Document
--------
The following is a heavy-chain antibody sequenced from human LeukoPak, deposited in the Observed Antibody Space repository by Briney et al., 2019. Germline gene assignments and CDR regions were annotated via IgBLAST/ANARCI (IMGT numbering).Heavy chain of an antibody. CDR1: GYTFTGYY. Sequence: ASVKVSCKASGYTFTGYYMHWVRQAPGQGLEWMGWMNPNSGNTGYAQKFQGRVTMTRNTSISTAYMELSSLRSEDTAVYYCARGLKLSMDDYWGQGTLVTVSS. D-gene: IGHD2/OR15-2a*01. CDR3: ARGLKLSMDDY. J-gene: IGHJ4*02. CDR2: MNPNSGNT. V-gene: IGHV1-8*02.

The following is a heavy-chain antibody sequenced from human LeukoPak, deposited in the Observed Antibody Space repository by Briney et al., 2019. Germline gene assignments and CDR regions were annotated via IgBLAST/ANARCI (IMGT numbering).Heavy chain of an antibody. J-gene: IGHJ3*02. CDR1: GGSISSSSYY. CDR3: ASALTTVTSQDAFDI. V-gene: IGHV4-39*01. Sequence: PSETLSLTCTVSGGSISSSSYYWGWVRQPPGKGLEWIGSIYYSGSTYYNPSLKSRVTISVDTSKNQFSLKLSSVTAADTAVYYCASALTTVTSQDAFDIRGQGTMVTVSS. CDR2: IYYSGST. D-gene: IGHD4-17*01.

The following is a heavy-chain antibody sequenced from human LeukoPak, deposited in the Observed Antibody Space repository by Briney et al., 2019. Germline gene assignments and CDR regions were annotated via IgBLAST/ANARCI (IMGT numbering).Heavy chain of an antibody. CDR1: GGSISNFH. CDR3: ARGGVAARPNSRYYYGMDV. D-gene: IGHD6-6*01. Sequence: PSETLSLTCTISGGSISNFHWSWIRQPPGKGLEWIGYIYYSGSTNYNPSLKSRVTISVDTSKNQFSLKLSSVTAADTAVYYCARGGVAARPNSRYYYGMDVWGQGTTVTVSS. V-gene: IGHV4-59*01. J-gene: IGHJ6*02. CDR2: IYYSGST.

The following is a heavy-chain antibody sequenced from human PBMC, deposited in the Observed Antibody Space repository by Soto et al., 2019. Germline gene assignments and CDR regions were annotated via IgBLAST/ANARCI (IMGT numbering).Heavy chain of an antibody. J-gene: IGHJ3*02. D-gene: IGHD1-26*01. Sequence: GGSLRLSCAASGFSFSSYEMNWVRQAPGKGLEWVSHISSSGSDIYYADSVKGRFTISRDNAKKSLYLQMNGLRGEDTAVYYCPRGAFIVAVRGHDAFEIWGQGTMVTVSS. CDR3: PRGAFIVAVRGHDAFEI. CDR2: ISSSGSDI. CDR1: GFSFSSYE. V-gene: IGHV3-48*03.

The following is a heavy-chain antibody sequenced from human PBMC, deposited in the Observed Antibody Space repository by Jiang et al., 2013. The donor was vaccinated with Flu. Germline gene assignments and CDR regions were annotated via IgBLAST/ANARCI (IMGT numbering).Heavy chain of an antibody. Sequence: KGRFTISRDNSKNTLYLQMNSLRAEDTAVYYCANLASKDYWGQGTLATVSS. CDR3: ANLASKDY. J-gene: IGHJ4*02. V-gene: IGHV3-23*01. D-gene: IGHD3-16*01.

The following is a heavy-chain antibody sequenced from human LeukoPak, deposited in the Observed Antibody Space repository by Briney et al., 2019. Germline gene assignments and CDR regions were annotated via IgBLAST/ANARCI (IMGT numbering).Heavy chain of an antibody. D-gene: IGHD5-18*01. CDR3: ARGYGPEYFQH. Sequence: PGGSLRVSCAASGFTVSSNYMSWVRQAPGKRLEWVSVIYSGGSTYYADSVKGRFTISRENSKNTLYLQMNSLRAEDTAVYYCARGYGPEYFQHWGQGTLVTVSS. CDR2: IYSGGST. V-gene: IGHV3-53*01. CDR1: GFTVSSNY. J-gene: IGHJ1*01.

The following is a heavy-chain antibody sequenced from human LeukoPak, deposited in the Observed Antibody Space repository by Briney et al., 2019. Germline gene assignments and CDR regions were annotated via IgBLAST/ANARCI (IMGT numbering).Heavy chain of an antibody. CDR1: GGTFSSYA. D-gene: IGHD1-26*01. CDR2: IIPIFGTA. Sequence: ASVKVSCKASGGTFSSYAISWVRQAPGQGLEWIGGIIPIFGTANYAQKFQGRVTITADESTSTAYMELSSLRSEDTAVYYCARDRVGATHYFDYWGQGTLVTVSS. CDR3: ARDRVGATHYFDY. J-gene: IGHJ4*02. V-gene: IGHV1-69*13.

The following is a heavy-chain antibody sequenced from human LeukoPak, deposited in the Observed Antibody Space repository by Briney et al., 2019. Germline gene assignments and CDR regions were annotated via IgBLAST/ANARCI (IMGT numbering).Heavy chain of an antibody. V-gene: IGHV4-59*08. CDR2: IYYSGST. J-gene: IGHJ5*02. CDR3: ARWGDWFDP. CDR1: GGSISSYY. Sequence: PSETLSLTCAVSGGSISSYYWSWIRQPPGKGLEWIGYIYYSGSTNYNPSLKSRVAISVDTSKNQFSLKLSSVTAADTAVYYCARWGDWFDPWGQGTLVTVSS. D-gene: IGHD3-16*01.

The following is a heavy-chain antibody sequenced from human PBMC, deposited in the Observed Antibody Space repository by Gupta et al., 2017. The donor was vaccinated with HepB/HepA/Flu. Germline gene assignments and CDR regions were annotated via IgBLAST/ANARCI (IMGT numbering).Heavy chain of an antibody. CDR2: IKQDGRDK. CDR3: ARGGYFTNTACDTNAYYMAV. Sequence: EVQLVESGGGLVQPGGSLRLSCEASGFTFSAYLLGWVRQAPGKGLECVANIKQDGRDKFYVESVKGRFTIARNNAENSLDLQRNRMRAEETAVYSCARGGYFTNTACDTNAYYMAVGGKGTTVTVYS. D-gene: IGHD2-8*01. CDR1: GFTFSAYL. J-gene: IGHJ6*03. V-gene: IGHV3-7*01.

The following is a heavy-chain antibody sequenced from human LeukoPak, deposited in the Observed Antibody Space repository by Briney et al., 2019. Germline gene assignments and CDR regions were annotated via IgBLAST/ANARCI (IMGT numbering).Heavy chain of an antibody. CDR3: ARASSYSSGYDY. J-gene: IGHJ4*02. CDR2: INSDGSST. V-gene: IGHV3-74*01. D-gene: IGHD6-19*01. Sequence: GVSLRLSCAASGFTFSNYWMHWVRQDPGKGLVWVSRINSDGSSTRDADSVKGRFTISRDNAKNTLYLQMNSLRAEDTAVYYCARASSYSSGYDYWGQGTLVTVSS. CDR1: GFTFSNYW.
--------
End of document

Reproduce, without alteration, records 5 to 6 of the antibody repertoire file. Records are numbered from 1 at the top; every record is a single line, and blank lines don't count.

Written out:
The following is a heavy-chain antibody sequenced from human PBMC, deposited in the Observed Antibody Space repository by Jiang et al., 2013. The donor was vaccinated with Flu. Germline gene assignments and CDR regions were annotated via IgBLAST/ANARCI (IMGT numbering).Heavy chain of an antibody. Sequence: KGRFTISRDNSKNTLYLQMNSLRAEDTAVYYCANLASKDYWGQGTLATVSS. CDR3: ANLASKDY. J-gene: IGHJ4*02. V-gene: IGHV3-23*01. D-gene: IGHD3-16*01.

The following is a heavy-chain antibody sequenced from human LeukoPak, deposited in the Observed Antibody Space repository by Briney et al., 2019. Germline gene assignments and CDR regions were annotated via IgBLAST/ANARCI (IMGT numbering).Heavy chain of an antibody. D-gene: IGHD5-18*01. CDR3: ARGYGPEYFQH. Sequence: PGGSLRVSCAASGFTVSSNYMSWVRQAPGKRLEWVSVIYSGGSTYYADSVKGRFTISRENSKNTLYLQMNSLRAEDTAVYYCARGYGPEYFQHWGQGTLVTVSS. CDR2: IYSGGST. V-gene: IGHV3-53*01. CDR1: GFTVSSNY. J-gene: IGHJ1*01.